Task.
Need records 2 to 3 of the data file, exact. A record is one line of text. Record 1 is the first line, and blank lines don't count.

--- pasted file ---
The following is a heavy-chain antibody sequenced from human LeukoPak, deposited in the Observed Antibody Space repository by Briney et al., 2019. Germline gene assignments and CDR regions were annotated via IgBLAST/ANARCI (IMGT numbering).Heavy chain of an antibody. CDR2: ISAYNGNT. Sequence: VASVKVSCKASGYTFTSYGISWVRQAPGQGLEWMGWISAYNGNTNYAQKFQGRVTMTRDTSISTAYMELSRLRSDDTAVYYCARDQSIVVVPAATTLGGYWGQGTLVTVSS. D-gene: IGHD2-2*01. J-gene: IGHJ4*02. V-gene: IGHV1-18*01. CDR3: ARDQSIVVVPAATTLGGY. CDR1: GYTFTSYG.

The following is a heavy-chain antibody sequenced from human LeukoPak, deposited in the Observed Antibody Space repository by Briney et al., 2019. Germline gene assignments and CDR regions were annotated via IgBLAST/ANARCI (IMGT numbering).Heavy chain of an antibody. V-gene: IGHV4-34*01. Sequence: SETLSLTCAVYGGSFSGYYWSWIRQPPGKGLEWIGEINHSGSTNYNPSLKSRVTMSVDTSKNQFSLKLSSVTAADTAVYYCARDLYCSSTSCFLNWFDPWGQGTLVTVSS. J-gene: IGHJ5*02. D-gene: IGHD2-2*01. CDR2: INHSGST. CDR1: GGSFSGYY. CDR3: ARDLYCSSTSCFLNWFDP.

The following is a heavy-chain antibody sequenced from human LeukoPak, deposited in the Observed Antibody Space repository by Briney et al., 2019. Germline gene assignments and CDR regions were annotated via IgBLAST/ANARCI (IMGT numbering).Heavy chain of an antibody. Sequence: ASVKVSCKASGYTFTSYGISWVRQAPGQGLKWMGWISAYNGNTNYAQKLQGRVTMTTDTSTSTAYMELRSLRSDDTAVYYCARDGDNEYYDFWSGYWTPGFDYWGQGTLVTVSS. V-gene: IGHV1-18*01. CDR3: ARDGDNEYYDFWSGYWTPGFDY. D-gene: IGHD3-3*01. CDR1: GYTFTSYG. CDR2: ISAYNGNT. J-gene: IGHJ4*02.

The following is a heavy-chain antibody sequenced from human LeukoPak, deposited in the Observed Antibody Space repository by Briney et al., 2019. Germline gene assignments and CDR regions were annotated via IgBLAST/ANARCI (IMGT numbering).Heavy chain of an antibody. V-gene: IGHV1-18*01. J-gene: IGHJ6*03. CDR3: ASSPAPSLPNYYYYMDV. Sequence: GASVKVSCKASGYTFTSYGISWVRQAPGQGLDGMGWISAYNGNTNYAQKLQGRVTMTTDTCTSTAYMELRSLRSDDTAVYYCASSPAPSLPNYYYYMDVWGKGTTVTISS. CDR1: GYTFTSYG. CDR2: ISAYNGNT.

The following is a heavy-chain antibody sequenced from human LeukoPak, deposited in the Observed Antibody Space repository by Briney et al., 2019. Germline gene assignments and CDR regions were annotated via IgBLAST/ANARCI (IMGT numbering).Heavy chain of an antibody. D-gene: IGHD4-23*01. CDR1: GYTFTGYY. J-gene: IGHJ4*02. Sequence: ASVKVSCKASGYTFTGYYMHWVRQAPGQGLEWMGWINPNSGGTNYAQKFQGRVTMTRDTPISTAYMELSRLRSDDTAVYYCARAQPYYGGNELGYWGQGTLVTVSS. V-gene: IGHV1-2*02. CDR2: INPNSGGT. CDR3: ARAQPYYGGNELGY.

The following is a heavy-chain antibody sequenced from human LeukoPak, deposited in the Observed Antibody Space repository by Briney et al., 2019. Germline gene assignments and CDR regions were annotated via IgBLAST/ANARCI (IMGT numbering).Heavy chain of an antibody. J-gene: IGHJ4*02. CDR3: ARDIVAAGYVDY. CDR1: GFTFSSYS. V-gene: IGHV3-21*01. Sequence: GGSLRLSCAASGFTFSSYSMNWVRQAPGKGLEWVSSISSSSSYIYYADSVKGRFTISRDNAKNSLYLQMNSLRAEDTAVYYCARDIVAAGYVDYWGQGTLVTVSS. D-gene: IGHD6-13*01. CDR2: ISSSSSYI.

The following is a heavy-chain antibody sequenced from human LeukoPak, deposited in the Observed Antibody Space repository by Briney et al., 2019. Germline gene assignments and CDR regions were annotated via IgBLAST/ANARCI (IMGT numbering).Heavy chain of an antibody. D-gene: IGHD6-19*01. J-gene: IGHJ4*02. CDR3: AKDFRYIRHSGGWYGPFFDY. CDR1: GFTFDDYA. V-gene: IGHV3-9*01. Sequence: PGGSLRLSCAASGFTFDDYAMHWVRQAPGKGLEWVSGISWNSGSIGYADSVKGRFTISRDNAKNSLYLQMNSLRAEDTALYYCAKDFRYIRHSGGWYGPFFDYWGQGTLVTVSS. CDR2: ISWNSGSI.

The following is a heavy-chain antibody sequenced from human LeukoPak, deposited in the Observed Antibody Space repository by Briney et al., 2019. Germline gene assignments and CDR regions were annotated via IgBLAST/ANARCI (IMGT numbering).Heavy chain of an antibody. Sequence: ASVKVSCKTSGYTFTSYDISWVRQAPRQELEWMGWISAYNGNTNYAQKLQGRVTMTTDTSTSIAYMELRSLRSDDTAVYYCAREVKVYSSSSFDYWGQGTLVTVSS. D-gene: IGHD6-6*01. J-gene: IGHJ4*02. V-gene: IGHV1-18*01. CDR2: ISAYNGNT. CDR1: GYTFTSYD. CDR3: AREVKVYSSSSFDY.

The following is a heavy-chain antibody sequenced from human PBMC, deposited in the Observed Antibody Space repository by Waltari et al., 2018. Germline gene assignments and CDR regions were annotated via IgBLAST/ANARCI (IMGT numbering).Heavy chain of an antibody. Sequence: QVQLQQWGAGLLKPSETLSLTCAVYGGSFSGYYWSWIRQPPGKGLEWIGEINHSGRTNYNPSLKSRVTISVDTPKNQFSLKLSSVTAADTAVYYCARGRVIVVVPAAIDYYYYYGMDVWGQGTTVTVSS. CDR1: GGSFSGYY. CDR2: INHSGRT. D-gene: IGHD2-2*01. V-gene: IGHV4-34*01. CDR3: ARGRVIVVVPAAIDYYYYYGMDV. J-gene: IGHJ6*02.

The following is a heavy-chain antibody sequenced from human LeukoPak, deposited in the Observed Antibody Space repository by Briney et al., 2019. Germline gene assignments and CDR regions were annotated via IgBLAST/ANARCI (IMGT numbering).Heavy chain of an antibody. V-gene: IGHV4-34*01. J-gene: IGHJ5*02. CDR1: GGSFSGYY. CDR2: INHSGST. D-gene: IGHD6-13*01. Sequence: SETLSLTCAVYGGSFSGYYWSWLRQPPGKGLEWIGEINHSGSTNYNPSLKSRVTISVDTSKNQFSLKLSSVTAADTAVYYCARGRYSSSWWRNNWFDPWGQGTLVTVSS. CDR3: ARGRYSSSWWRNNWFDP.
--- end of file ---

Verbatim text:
The following is a heavy-chain antibody sequenced from human LeukoPak, deposited in the Observed Antibody Space repository by Briney et al., 2019. Germline gene assignments and CDR regions were annotated via IgBLAST/ANARCI (IMGT numbering).Heavy chain of an antibody. V-gene: IGHV4-34*01. Sequence: SETLSLTCAVYGGSFSGYYWSWIRQPPGKGLEWIGEINHSGSTNYNPSLKSRVTMSVDTSKNQFSLKLSSVTAADTAVYYCARDLYCSSTSCFLNWFDPWGQGTLVTVSS. J-gene: IGHJ5*02. D-gene: IGHD2-2*01. CDR2: INHSGST. CDR1: GGSFSGYY. CDR3: ARDLYCSSTSCFLNWFDP.

The following is a heavy-chain antibody sequenced from human LeukoPak, deposited in the Observed Antibody Space repository by Briney et al., 2019. Germline gene assignments and CDR regions were annotated via IgBLAST/ANARCI (IMGT numbering).Heavy chain of an antibody. Sequence: ASVKVSCKASGYTFTSYGISWVRQAPGQGLKWMGWISAYNGNTNYAQKLQGRVTMTTDTSTSTAYMELRSLRSDDTAVYYCARDGDNEYYDFWSGYWTPGFDYWGQGTLVTVSS. V-gene: IGHV1-18*01. CDR3: ARDGDNEYYDFWSGYWTPGFDY. D-gene: IGHD3-3*01. CDR1: GYTFTSYG. CDR2: ISAYNGNT. J-gene: IGHJ4*02.